This is probably manageable and maybe a fair price for don’t think the subsidy will be a huge drag, and you keeping the government out of the banking business — I although you will get even more into the business of scrutizing banks for “redlining” low-income customers.

On a related subject, I wish there were something more we could do to get basic no-frills checking accounts to low-income people. It breaks my heart when I see people paying all the fees that pile up when you don’t have a checking account.

Posted by J Mann | Report as abusive

Your reader need to read a book called “your bank is screwing you over.”its a great book, published in 1997 and outlines every way banks manipulate the system and are a monopoly of greed and massive profit. It warns of the entire collapse before the glassel.. Act passed. Written by a former bank CEO u found it at the library.

Posted by zoey | Report as abusive

Banks have used technology to make it very easy for consumers to track their accounts and make smart decisions about their own spending. They have online statements 24 hours a day with mobile options on your phone for many. You can also call anytime and go to the ATM to get your current balance. They also offer a line of credit to just about anyone that would help you avoid all of this but no one ever signs up for it leaving you vulnerable to overdraft fees.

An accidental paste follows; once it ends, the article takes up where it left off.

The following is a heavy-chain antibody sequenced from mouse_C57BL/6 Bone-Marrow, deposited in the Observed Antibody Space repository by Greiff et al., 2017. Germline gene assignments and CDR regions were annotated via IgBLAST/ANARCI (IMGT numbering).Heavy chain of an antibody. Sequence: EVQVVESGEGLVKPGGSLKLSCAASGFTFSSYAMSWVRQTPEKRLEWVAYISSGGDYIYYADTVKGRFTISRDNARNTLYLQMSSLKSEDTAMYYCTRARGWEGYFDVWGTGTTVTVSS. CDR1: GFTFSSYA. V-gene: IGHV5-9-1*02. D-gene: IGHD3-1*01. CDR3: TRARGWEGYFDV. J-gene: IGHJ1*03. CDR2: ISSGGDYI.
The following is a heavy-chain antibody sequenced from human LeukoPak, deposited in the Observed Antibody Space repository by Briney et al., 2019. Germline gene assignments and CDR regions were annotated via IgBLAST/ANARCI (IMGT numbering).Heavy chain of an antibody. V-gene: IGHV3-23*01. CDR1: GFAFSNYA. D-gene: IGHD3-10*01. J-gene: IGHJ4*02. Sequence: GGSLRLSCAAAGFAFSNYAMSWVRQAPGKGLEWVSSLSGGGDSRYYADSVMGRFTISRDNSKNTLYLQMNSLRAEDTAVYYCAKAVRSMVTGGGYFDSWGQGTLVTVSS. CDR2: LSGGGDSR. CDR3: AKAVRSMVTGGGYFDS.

The problem is we have people with $150 to their name and they expect the bank to take all the risk of covering their short term financial needs without any risk to them. Do you expect the grocery store or dry cleaners to just let you do business with them if you can’t afford it or you forgot to make a deposit…NO..they would all go out of business and banks are no different

These people are lucky their not eating lunch with their family and then getting the charge on their debit denied instead of the bank paying for it and saving them the embarrassment. I don’t think they let people wash dishes anymore.

Here’s my solution. If you can’t keep your balance above $200 you have no need for a bank account. No bank account means NO FEES!! Do yourself a favor and don’t spend what you don’t have!!

Posted by DB | Report as abusive